The Silkworm by Robert Galbraith (JK Rowling) - Part 2

published 2014

He was met on the top landing by a slight, dandyish and bespectacled man of around thirty. He had wavy, shoulder-length hair and wore jeans, a waistcoat and a paisley shirt with a touch of frill around the cuffs.

‘Hi there,’ he said. ‘I’m Christian Fisher. Cameron, isn’t it?’

‘Cormoran,’ Strike corrected him automatically, ‘but—’

He had been about to say that he answered to Cameron, a stock response to years of the mistake, but Christian Fisher came back at once: ‘Cormoran – Cornish giant.’ 

‘That’s right,’ said Strike, surprised. 

‘We published a kids’ book on English folklore last year,’ said Fisher, pushing open white double doors and leading Strike into a cluttered, open-plan space with walls plastered in posters and many untidy bookshelves. A scruffy young woman with dark hair looked up curiously at Strike as he walked past.

observations: Should be read with earlier entry on the book.

This book was one of the sparks for my Guardian piece on disastrous dinner parties. Amongst the many featured meals, the one in this book was unusual in that the blame for the direness of the event could be laid entirely on one person: the hero, Cormoran Strike.

I complained about him before: He is completely selfish. The dinner party has been organized for him by his sister, for his birthday. Strike behaves appallingly from start to finish, but still feels hard done by, and says his sister is ‘fundamentally unimaginative’. Yes, and compared to whom? Even Galbraith mentions the possibility of Strike’s being viewed as arrogant and deluded.

But still, this is an enjoyable book.

Rowling is a very good writer – there was a rather snooty attitude to her from some people in the Harry Potter days, apparently just because she was a best-seller. But you would rarely catch her out in grammatical mistakes, weird punctuation, linguistic infelicities: then and now. And that is vanishingly rare these days – at all levels. Whenever I either praise or criticize such matters, there is a lot of ‘well it’s the editors’ in response. But I’m not at all convinced – there is so little evidence of any editing or correcting going on, and in the end I think you can tell if a writer has an ear for language and grammar. Rowling sooo definitely does.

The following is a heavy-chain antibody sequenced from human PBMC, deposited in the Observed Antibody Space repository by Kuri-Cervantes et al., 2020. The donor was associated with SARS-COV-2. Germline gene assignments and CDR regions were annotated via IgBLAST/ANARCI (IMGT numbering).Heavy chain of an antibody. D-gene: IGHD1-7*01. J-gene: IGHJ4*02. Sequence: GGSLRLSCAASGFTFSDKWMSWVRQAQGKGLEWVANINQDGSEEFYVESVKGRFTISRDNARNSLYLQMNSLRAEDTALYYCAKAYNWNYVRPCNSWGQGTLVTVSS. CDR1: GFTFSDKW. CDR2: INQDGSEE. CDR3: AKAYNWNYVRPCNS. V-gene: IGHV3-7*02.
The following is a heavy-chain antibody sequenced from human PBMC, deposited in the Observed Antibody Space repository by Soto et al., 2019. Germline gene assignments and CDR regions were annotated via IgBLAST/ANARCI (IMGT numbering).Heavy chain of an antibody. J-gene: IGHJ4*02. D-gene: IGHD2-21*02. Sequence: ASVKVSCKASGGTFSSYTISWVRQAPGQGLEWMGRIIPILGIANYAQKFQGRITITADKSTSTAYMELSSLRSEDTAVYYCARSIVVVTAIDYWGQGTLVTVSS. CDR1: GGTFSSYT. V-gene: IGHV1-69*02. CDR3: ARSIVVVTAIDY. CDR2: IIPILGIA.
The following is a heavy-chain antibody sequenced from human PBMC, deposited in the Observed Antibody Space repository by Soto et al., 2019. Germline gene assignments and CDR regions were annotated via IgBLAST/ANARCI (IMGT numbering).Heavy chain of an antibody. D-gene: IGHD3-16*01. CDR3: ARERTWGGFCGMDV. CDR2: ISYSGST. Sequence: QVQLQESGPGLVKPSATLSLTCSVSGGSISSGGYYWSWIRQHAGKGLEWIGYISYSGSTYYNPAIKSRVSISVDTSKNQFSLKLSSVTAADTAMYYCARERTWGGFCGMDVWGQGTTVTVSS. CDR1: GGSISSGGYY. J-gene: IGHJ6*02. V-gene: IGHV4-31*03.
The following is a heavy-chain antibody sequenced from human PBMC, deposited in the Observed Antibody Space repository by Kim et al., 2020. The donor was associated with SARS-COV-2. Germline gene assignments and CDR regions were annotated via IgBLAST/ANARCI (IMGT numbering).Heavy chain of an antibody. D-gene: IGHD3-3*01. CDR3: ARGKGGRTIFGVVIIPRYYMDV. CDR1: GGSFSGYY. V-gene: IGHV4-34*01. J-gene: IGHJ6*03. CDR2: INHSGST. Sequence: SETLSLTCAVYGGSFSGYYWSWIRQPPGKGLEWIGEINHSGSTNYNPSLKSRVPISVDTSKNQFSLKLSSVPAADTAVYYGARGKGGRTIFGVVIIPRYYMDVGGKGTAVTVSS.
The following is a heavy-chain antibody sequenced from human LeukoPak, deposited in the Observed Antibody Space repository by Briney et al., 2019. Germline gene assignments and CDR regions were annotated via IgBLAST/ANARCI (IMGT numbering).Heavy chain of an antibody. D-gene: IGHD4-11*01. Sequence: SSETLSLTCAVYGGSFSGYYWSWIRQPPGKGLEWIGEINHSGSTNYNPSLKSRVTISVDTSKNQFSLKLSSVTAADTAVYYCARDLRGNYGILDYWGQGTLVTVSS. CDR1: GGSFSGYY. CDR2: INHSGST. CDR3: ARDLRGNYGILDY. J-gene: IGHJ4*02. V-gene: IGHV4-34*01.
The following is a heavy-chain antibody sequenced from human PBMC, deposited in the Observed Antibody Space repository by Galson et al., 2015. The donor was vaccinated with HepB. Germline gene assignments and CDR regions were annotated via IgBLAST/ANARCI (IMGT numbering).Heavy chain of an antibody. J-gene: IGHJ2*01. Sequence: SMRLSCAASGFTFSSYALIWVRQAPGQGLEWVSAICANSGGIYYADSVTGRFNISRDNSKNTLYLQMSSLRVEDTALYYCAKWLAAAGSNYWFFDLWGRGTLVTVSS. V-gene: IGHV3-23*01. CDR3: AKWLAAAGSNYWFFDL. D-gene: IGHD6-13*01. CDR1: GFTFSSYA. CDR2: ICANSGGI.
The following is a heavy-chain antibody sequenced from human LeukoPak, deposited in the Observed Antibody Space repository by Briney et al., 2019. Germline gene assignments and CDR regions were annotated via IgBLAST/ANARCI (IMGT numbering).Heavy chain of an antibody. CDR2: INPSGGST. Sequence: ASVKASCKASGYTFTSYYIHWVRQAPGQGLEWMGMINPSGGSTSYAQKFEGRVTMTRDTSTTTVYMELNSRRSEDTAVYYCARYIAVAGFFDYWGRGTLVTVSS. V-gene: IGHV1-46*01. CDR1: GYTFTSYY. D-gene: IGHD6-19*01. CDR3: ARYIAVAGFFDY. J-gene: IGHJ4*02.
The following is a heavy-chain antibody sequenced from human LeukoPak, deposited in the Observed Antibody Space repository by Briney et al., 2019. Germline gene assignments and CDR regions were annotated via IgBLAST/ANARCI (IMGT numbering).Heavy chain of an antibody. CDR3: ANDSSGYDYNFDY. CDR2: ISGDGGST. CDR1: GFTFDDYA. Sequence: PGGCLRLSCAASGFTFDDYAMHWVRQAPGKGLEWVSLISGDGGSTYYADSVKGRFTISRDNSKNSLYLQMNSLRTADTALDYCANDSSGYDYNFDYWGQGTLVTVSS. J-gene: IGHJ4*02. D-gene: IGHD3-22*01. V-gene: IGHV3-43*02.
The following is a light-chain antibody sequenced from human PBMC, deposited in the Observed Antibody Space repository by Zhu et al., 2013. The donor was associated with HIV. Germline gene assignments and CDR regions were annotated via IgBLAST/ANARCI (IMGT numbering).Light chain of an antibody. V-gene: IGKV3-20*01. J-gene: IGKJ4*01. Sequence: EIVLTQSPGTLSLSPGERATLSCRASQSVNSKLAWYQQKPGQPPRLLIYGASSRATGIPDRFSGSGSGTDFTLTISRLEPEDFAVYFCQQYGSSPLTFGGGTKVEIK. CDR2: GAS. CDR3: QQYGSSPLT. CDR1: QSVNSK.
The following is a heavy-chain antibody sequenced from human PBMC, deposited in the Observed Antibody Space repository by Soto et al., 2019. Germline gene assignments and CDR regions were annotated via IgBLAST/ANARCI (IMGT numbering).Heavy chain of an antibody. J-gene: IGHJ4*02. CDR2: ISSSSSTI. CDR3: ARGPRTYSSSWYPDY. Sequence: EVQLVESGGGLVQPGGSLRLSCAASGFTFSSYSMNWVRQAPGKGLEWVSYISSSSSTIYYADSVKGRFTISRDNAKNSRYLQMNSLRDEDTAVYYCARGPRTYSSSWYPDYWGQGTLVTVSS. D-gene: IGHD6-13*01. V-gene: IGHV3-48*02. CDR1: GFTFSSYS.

There is a nice phrase when the central writer is described as producing 'magical-brutalism', and then there's this:
If you want life-long friendship and selfless camaraderie, join the army and learn to kill. If you want a lifetime of temporary alliances with peers who will glory in your every failure, write novels.
There is a neat discussion of modern morals:  ‘A sleek leather messenger bag was slung diagonally across his chest, large enough for a clean shirt and a toothbrush. Strike had seen these so frequently of late that he had come to think of them as Adulterer’s Overnight Bags.’

There is a short look at the world of blogging - very well-done, more of that would have been good. I thought Galbraith's earlier book (The Cuckoo's Calling) read like a book about the 1970s - not in a bad way - but that accusation couldn't be made about this one.

The picture is from the Library of Congress, of a publishing office in Detroit at the beginning of the 20th century.

You can reach entries on the previous Galbraith book, and on Rowling’s The Casual Vacancy, by clicking on the labels below.